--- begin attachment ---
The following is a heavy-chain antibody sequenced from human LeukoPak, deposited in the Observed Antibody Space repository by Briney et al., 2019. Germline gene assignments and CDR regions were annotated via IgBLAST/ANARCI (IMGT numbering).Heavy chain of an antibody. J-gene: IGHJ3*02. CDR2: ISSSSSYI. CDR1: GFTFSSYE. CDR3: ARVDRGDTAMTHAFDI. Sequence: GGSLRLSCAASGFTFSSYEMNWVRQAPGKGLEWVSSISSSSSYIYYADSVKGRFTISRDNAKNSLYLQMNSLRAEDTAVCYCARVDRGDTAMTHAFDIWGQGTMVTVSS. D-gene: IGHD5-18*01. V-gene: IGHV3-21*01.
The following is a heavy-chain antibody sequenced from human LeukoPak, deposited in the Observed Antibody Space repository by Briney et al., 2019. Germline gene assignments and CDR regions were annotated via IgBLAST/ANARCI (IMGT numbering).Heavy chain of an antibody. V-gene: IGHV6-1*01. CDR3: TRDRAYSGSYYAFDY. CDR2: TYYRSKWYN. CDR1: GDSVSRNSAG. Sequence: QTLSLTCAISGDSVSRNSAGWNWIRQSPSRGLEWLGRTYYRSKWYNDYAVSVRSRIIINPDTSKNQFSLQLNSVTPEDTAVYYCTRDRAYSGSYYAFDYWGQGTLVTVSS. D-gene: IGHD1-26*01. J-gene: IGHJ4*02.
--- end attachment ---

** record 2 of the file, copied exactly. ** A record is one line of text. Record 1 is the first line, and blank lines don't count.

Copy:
The following is a heavy-chain antibody sequenced from human LeukoPak, deposited in the Observed Antibody Space repository by Briney et al., 2019. Germline gene assignments and CDR regions were annotated via IgBLAST/ANARCI (IMGT numbering).Heavy chain of an antibody. V-gene: IGHV6-1*01. CDR3: TRDRAYSGSYYAFDY. CDR2: TYYRSKWYN. CDR1: GDSVSRNSAG. Sequence: QTLSLTCAISGDSVSRNSAGWNWIRQSPSRGLEWLGRTYYRSKWYNDYAVSVRSRIIINPDTSKNQFSLQLNSVTPEDTAVYYCTRDRAYSGSYYAFDYWGQGTLVTVSS. D-gene: IGHD1-26*01. J-gene: IGHJ4*02.